Or maybe the plants simply saw no danger in their existence and actually considered their continued survival and eventual propagation a boon to their herbal mission of neutralizing the human race. Oh wait, I just gave away a whole lot, didn't I? But of course you knew that the villains in The Happening are ill-tempered plant life and their evil cohort, the wind. F—-ing wind! So yeah, plants have decided to fight back against human beings for screwing up the planet and have started farting out neurotoxins that makes them kill themselves; a fact that somehow manages to escape the combined intellect of the world's greatest botanists, but doesn't elude two yokels that own a greenhouse in rural Pennsylvania.
As ludicrous as the acting and story are, the most crippling component of The Happening is how lethally boring it is. The big action scenes involving characters running away from wind or talking to each other through an underground pipe. The closest the film gets to actual suspense is the very beginning, when the construction workers fall from the roof. But this is immediately followed by Mark Wahlberg opening his mouth and the onset of the nonsensical story. By the time Elliot pleads with a plastic plant to let his loved one take a leak in peace, we're through the looking glass, and the only hope for fun comes in more moments like it—bizarre setups designed to be deadly serious but only succeed in eliciting derisive laughter from the viewer. Fortunately—or unfortunately, depending on your capacity for intellectual self-abuse—there are plenty more to come.
In high definition, The Happening has its moments, but the 1.85:1 widescreen is lacking the sheen found in top-tier Blu-ray releases. When the camera zooms in up close and personal, the detailing is impressive—Deschanel's eyes, Wahlberg's five o'clock shadow—but the wider stuff, specifically the rolling fields of Pennsylvania, just don't sport the eye-pleasing clarity I expect. Ultimately, it's an uptick in visual fidelity over standard DVD, but relatively flat in comparison to the HD heavy-hitters. The DTS HD Master audio is the aural centerpiece and it's aggressive—but then again you're talking mostly about surround sound wind. The occasional jump scene (Shyamalan still has a knack for those) is accompanied with a pounding shot of audio that reverbs nicely. It nearly snapped me out of my catatonic state.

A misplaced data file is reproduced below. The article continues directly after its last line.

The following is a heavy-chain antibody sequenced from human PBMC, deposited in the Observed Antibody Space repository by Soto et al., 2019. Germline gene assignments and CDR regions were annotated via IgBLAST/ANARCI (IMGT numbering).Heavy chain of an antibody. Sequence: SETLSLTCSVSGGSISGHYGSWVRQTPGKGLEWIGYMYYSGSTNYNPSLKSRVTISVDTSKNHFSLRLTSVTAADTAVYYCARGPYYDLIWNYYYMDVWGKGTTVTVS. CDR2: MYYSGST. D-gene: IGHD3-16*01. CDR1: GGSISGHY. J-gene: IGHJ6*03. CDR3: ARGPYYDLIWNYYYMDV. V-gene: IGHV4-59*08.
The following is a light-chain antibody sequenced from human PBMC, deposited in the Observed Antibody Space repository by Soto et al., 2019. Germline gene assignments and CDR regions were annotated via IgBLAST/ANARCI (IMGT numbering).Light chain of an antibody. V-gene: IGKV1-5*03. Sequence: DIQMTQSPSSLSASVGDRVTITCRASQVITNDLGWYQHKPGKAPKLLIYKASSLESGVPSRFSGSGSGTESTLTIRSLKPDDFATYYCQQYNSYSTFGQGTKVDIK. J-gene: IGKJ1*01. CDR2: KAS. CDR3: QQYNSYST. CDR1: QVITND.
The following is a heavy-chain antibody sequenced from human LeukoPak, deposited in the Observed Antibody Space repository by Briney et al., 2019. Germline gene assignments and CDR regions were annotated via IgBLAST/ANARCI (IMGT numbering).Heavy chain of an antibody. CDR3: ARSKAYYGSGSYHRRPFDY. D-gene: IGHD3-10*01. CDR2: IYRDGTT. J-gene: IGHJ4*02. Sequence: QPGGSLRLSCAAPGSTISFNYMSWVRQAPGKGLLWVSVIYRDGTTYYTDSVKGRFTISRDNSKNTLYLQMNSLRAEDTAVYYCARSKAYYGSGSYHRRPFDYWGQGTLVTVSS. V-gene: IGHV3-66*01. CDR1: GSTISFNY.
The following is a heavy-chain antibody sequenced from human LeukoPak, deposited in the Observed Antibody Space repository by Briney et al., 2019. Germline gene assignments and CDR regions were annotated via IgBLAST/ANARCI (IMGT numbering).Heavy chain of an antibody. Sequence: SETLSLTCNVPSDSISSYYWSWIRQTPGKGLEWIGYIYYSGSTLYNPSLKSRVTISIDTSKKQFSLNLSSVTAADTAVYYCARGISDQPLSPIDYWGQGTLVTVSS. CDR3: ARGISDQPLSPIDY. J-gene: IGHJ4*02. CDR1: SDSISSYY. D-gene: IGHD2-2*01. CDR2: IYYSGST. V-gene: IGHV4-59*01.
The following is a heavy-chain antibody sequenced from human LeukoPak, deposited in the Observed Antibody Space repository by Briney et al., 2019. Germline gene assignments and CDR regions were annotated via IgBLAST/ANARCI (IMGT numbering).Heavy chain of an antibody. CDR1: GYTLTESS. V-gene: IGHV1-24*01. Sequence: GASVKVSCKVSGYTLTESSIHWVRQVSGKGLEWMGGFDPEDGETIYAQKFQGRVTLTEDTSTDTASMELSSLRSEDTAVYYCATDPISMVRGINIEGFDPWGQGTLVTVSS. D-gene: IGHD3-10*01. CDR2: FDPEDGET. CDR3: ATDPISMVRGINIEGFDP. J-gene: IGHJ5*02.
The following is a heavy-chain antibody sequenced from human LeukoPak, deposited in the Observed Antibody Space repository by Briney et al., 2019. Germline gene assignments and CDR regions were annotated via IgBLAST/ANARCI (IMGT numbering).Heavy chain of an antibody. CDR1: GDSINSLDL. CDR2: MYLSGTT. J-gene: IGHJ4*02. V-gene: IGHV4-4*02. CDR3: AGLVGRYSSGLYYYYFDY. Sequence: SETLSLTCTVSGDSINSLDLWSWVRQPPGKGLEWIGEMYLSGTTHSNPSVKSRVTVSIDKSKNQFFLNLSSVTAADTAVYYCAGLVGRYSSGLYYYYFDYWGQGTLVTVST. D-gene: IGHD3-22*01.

Lots of extras, mainly of the fawning-over-the-movie kind: a Bonusvision track that throws in trivia, picture-in-picture interviews, and behind-the-scenes footage during feature playback (but you can't exit out of it on the fly while watching the film, like Universal's U-control feature); a batch of featurettes spotlighting the R-rated nature of the film (which, by the way, is far from "hard:"), shooting the train scenes, the wind attacks, the crazy old lady, a day in the life of M. Night Shyamalan, pre-visualization for the actually-pretty-cool Jeep crash sequence, and the general making-of; deleted scenes with an intro from Shyamalan; a gag reel; and a digital copy of the film.
Whatever you expect going into The Happening, it's way dumber. I think even Al Gore would agree with me on this one.
On the charge of First Degree Brain Gouging—Guilty!